Bad Dudes. No – I’m not talking about the ill fated Arcade game from 1988. I’m talking about antiheroes. The bad boys of our favorite fandoms.
Whether it’s Indiana Jones robbing graves, Han Solo shooting first, or in literature, a bunch of guys not caring so much about things (so ANGSTY!), we love the bad dudes. It’s a fact that the best stuff (video games, movies, books) have complex and interesting characters. However, there is a trend in pop-culture in past years towards characters with little to no redeeming qualities.
I was inspired by the blogger Cora Buhlert, who wrote a post recently about this trend. I had been thinking and wanting to write about this recently, so thanks to her for the inspiration.
This trend is (or seems to be) especially prevalent in Television right now, with shows like Mad Men, Breaking Bad, Rescue Me, and The Shield. I am not opposed to violence in Television, and I don’t believe in censorship, but these shows have characters whose profiles I find revolting, which stops me from even thinking about watching them. For example, the titular character in FX’s “Rescue Me” rapes his wife on screen. Really? Is that compelling, or is it just sensationalism?
In the real world, things are a little less black and white than we would like to believe, or than they are in literature and television and other forms of pop-culture. These shows claim to be showing that, but I think there is a difference between blurring the lines between right and wrong, and forgetting that there was a difference in the first place. Good people don’t rape other people, for any reason. It’s disgusting and wrong, period. So why does this pass as wonderful drama? Who is this being catered to?
These characters aren’t anti-heroes in any sense of the word. This sort of thing isn’t exactly new, however. Characters
who are utterly horrible people show up all the time in Edgar Allen Poe’s work – like the murderer in “The Tell Tale
Heart” who cuts up a man because of his weird looking eye (who hasn’t wanted to do that before, right? Anyone?), and the character in the Cask of Amontillado who murders a man over an unrevealed insult. Then of course there is the ever controversial Lolita, written from the perspective of a pedophile. These kinds of characters don’t deserve to be put in the same league as traditional Anti-Heroes.
Analyzing my own perceptions, I am repulsed by Lolita, but drawn to Poe’s work. However, I am aware that this is a morbid curiosity. Seeing into the mind of a killer is interesting, compelling even, and the work has endured because Poe was doing something that hadn’t really been done before. Still, my taste in heroes remains with those who have a moral code of some kind. Han would smuggle, steal, cheat and even kill his way out of a situation, but we find out that even he hates the Empire, and isn’t a murderer. He’s just a man of questionable legality.
This trend has also spilled over, to a lesser extent, in gaming. While the heroes of gaming are still a little more black and white, some are just as terrible as the murderer’s in Poe’s work. Games like “Grand Theft Auto” immediately come to mind, that glorify the objectification of women and the life of gangsters and felons. That’s an easy target. Different, smaller, and somehow even worse is the scene in “Call of Duty: Modern Warfare” that puts the player in a position to murder hundreds of innocent people in an airport as an undercover agent trying to keep his cover.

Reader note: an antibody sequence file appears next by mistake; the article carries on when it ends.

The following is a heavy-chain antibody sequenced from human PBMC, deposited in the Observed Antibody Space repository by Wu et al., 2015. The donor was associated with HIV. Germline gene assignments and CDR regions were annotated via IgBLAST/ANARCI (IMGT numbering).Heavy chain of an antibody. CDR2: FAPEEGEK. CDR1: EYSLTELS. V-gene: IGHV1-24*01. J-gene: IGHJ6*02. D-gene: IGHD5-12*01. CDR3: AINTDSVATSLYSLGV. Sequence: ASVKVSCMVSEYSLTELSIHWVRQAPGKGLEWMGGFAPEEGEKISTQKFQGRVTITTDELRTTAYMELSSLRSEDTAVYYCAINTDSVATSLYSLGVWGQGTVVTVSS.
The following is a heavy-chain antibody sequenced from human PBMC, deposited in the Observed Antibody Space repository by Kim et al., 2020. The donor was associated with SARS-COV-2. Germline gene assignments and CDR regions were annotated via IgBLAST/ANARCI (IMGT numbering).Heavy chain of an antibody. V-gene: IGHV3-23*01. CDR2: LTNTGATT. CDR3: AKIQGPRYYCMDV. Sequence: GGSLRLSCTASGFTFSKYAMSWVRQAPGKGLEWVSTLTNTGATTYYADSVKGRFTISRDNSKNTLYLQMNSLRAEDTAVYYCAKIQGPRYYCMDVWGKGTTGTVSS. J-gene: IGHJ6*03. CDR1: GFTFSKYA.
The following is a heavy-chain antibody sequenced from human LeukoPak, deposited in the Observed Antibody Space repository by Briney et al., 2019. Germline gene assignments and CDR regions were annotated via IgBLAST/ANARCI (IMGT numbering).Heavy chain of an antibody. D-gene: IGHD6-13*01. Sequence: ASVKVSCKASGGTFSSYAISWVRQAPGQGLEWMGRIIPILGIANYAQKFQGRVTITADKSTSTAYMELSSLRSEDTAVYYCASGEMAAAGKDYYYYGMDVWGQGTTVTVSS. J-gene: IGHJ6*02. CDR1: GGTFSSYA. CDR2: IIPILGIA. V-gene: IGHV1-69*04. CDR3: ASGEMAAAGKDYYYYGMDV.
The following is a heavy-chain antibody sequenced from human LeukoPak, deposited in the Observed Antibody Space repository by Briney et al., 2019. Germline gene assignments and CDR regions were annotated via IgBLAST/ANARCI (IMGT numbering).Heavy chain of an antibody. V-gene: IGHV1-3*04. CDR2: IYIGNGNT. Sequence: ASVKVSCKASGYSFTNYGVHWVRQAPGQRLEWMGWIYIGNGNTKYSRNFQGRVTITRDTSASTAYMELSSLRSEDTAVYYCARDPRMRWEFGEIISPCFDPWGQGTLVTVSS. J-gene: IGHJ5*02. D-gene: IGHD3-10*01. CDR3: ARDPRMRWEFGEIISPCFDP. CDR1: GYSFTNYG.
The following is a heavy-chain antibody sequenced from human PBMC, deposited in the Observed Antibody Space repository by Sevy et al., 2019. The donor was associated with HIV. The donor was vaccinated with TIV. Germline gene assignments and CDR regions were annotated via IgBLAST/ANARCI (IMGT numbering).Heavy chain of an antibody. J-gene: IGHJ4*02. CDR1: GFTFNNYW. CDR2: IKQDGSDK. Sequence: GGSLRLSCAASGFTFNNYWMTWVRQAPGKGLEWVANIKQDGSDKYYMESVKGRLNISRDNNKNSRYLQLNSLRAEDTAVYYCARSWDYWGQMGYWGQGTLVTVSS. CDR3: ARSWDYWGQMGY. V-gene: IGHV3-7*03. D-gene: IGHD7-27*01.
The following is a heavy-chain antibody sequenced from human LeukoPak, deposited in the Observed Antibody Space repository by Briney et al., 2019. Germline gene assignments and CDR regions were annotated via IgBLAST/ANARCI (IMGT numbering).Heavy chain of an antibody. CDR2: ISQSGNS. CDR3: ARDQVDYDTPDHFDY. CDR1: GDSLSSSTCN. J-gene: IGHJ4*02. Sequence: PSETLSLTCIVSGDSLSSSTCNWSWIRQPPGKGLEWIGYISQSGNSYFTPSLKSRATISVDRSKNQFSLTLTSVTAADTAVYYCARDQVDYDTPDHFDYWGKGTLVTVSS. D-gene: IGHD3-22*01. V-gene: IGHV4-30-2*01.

Essentially any game with a system of choice to be good or bad allows the player this option, to see the hero in a different way. The difference here, however, is this violence, sex, and sickening lack of humanity is interactive. Again, I don’t believe in censorship – this falls on parents to stop their children from playing these types of games.
However, in the video game world the heroes who are a little more written out, and a little less left up to the player seem to still use the idea that maybe the hero ought to be a bit likable. Ezio Auditore of “Assassin’s Creed” may kill lots of people, but he’s essentially a good guy, and we identify with his personal tragedy. Nathan Drake of “Uncharted” is a lovable rogue in the leagues of Indy and Han Solo.
So why does this kind of thing pass as some of the most amazing TV ever when it hits the screen? The same reason “Jersey Shore” and “Teen Mom” are popular. It’s sensational, it’s controversial, and it causes a stir. People love these shows about rapists and murderers because of morbid curiosity and the sheer audacity of it. We, as a people, seem to love seeing the worst in others. Maybe it makes us feel better about ourselves. It’s just that the latter of these shows have better writers. And there’s considerably less hair-gel.
I, however, am a big fan of the good guys, and I still think they have it right. Maybe the world isn’t as black and white as I’d like to think it is. Maybe the good guys don’t always win, or do the right thing. Maybe the concept of good and evil just isn’t true.
However, as Hub said in “Secondhand Lions, “Doesn’t matter if it’s true or not. A man should believe in those things because those are the things worth believing in.”